NEW YORK, N.Y.—For a team without a win this season, Columbia has still kept up with the best in the Ivy League.
Against reigning Ancient Eight champion Penn, the Lions lost on a last-minute touchdown. Facing Yale last week, Columbia mounted a 13-point fourth-quarter rally but once again fell just short.
And on Saturday against Harvard, the Lions gave Harvard its first scare in weeks—during the first half, at least.
The Lions opened the game with a methodical, 12-play drive that gave Columbia its first lead since Oct. 15 against the Quakers.
No play in the series went for more than 14 yards, but the Crimson defensive line struggled early against Columbia’s run game.
Harvard tied things up in the first quarter and threatened early in the second. A 43-yard completion to senior wide receiver Chris Lorditch put the Crimson deep in Columbia territory.
With about 9:30 on the clock, senior quarterback Collier Winters threw a red-zone pick along the right sideline, and Ross Morand took it back 87 yards for a touchdown.
It was a play highly reminiscent of a pick-six in Harvard’s season opener against Holy Cross, the team’s only loss of the year.
The Crimson went into halftime tied after another touchdown late in the frame, and the team took a lead in the third and never trailed again in the game.
“Offensively, there were not real adjustments [at the half],” Harvard coach Tim Murphy said. “We just said, ‘Hey, what’s our mantra? What’s our thing?’ Our whole thing is just take care of the football.”
The Lions could very easily have had the lead at halftime.
On the second-to-last play of the first quarter, freshman running back Zach Boden fumbled near midfield, and Columbia recovered but failed to score on the drive.
In the final minutes of the second quarter, the Lions failed to get into field goal range, and it could not convert on fourth-and-four.
O-LINE, WHERE ART THOU?
One of the strengths—and biggest surprises—for Harvard this season has been its offensive line. But after one of its best performances of the year last week against Dartmouth, it had one of its worst in Manhattan.
Winters threw for 323 yards and 3 touchdowns, but he was still under pressure the entire afternoon.
The Harvard passer was sacked five times for 31 yards—more sacks than the Crimson had allowed in its past three games combined.
A sloppy day from the offensive line didn’t end there. One week after a 395-yard rushing game against the Big Green, Harvard managed only 163 against the Lions.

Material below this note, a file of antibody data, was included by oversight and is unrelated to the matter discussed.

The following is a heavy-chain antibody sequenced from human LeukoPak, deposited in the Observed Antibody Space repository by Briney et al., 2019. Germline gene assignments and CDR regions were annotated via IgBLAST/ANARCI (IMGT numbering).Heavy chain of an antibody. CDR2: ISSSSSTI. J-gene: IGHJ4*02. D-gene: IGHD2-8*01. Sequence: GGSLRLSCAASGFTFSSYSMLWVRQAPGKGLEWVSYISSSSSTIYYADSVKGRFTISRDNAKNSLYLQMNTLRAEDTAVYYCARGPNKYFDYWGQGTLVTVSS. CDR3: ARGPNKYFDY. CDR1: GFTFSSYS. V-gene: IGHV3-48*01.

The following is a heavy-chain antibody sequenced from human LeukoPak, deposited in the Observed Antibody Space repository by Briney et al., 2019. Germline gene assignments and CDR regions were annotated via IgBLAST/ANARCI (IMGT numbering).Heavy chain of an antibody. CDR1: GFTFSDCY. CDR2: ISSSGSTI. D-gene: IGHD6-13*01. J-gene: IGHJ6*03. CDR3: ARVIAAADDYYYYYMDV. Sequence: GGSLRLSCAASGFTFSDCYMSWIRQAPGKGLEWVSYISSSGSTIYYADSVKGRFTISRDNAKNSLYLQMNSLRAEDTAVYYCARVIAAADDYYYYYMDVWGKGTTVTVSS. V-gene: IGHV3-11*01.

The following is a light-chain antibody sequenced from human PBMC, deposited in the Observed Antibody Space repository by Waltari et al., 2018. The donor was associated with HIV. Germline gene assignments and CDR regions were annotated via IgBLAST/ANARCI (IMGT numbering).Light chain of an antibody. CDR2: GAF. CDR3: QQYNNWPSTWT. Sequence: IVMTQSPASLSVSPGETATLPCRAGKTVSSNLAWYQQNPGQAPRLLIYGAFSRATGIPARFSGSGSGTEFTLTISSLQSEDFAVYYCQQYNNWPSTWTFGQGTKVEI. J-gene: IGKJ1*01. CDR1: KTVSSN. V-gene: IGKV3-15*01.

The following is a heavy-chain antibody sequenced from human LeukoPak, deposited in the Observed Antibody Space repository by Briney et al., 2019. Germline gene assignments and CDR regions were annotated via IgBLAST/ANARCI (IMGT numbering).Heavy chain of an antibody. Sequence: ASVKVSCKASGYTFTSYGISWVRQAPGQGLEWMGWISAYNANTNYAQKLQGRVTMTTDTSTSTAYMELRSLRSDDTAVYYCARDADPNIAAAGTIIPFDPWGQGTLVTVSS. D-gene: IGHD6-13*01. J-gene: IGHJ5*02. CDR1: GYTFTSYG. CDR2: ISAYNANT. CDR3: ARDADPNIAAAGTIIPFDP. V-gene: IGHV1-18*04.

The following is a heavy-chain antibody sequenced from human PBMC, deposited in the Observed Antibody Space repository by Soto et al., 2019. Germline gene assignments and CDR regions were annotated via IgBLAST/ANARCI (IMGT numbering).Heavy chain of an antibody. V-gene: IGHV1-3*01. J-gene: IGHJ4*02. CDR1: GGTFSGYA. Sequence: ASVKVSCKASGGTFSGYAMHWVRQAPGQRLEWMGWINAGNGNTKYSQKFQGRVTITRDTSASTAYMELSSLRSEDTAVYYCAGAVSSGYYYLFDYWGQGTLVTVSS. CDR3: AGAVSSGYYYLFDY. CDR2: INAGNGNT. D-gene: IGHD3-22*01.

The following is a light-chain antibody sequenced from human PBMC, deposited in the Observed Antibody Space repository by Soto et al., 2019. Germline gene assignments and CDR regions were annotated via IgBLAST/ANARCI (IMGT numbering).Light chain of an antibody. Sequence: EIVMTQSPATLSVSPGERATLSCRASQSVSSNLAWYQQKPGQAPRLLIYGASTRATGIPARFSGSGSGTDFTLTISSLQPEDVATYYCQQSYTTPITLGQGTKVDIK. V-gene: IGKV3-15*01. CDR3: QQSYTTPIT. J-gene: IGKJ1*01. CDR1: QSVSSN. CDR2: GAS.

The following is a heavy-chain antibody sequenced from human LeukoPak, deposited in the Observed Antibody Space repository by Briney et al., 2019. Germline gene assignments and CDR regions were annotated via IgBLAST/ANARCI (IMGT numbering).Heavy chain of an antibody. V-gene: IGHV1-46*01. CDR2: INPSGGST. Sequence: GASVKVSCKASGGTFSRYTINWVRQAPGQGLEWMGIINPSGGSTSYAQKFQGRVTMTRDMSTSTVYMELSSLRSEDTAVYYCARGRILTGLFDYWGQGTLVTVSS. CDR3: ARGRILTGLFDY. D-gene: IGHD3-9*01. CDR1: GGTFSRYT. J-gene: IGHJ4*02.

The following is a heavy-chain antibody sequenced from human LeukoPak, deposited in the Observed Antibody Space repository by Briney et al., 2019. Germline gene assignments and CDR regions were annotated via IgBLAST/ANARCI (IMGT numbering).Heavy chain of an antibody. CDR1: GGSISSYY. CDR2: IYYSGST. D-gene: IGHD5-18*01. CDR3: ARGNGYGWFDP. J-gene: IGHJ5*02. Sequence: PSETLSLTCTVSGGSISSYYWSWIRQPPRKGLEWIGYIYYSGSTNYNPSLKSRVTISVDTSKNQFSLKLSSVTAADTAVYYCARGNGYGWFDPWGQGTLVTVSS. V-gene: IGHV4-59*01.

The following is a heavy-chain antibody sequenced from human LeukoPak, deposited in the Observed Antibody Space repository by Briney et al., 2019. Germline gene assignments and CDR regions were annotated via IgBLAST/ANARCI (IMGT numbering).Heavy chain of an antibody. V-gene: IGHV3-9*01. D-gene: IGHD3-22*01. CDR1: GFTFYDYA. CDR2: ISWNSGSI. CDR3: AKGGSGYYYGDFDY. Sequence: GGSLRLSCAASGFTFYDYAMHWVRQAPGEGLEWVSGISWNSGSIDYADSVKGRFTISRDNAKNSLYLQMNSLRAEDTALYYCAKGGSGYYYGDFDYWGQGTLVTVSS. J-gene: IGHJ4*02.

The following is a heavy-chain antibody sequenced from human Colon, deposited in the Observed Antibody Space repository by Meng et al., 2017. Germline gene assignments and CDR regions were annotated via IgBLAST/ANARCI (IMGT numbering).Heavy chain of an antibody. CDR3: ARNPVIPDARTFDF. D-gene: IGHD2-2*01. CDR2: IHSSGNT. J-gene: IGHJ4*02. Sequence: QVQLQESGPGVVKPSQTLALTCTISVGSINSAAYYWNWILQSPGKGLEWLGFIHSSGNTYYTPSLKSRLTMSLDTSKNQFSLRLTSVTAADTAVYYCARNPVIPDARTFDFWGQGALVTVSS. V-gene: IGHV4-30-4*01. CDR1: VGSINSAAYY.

Much like the rest of the team, the line had an inauspicious start to Saturday’s game. Harvard attempted just one run play all quarter—a six-yarder from Boden—and relied almost exclusively on the arm of Winters.
The group also made a number of mental errors—an unusual set of mistakes for one of the better lines in the Ivies.
“They played uncharacteristically, I think, in the first half,” Columbia coach Norries Wilson said. “[Freshman offensive tackle Will Whitman] is going to be a great player at offensive line.”
In one two-play stretch in the first quarter, the offensive line committed three false starts, putting the Crimson in a third-and-25 situation. Later in the same drive, the team was hit with another false start in the red zone. Harvard took two more false starts in the second quarter before settling down.
“We felt like their front four—they rotated eight guys—was very athletic, and they were very good,” Murphy said. “At times, they put a lot of pressure on us today, and at times it got ugly. The pocket got compressed, [and] we had a couple of turnovers under pressure.”
CATCH AND RELEASE
With the way the Crimson struggled in the first half, the game could have gone very differently if not for solid performances from Harvard’s receivers. Winters used seven receivers in the game, but there were two clear standout performances.
Junior tight end Kyle Juszczyk had one of his best games of the year, picking up 118 yards and scoring twice. Senior wide receiver Chris Lorditch also passed the 100-yard mark and scored a touchdown of his own.
Both Juszczyk and Lorditch had 41-yard receptions in the second half on a pair of plays that opened up the game for good.
In the third quarter, Lorditch hauled one in along the sideline before cutting inside to get to the end zone and give Harvard a 28-14 lead.
Eight minutes later, Winters found Juszczyk wide open downfield. The junior tight end out-ran the defense and dove in just before Columbia could catch him.
“The reason I kind of dove to the end zone is that I wasn’t really sure if anyone was close to me,” Juszczyk said. “I’m sad to say, I’m not really used to being behind the defense. There’s normally some guys in front of me. But I’m getting used to it now.”
—Staff writer E. Benjamin Samuels can be reached at firstname.lastname@example.org.
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